Soccer viewers are short changed by the quality of analysis and punditry they are forced to experience, of this there can be no doubt. The sport has a variety of excellent play-by-play men such as Martin Tyler, who does a great job calling the action and informing viewers about who is doing what. But there’s a lack of decent color commentators who add to the action and offer insights that the viewers wouldn’t notice otherwise.
Soccer is an extremely tactical game, described by The Secret Footballer as “almost like chess” at the highest level. Everything is worked on beforehand, set piece runs, third man runs, patterns of passing and movement, it’s all planned. Color commentators, who have usually been involved in the game for decades, at least some of it professionally, have been privy to information almost no viewers have. Their knowledge about player preparation and manager methods is far superior to viewers’, but is almost never shared.
Too often, commentators tasked with sharing insights fall back on clichés and observations either obvious or just incorrect. Every chance is one that should have been taken, and conceded goals are always the fault of a single player, despite how improbable this is.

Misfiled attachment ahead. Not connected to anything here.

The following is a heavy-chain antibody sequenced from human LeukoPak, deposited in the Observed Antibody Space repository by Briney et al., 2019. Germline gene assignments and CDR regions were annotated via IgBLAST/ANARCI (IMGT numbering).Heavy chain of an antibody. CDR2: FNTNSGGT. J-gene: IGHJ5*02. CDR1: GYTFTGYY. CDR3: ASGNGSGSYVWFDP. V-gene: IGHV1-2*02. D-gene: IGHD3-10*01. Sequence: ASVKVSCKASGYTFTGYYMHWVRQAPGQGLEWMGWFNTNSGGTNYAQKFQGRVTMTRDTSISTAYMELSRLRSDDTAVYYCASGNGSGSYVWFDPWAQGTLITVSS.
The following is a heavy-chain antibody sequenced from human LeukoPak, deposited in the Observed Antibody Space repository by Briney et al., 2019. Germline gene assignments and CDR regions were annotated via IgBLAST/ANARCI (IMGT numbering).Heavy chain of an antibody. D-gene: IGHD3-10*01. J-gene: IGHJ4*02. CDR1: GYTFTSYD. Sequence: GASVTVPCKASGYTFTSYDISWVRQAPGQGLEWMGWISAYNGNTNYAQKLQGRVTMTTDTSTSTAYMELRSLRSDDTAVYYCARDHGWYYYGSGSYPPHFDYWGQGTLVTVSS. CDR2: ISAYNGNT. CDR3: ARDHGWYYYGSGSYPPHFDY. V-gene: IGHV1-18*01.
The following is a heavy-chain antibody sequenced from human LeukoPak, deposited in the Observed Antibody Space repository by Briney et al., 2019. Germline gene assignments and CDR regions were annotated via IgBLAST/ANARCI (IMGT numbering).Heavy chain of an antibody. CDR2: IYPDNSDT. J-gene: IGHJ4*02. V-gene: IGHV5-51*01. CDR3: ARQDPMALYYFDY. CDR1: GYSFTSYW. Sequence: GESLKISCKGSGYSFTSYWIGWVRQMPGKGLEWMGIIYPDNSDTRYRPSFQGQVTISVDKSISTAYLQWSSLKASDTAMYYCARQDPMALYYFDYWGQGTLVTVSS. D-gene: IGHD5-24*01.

In most sports, punditry is a “job for the boys.” Soccer is not alone in this. However in other sports there is a clear demarcation between those ex-pros brought in purely for comic relief or because of their stature within the game, and those whose job is to provide insight. In basketball for example, nobody pretends Shaquille O’Neal is on TNT’s popular show Inside the NBA because of the insightful things he says. He is there for comic relief. However Steve Kerr, before taking up the post of coach of the Golden State Warriors, was there to provide basketball analysis, something he did amazingly well.
During BBC and ITV’s Euro 2016 coverage it was plain to see that none of the pundits have stepped up to the mark, aside from the admirable Gianluca Vialli. However, the articulate Italian has experience in expressing his thoughts coherently, with his excellent book The Italian Job a must read for soccer fans. On the contrary, Rio Ferdinand and Craig Bellamy have looked lost for words on-air, and have either repeated things another person on set has just said or said something completely unrelated to what’s been asked. Alan Shearer and Martin Keown are at least more comfortable being in front of a camera, having done a job on Match of the Day for years, but the value they add is not much higher. And if they are constrained by the amount of time they are on air, with just a few minutes before the game, after, and during half-time, there is no excuse for when the likes of Keown are commentating live.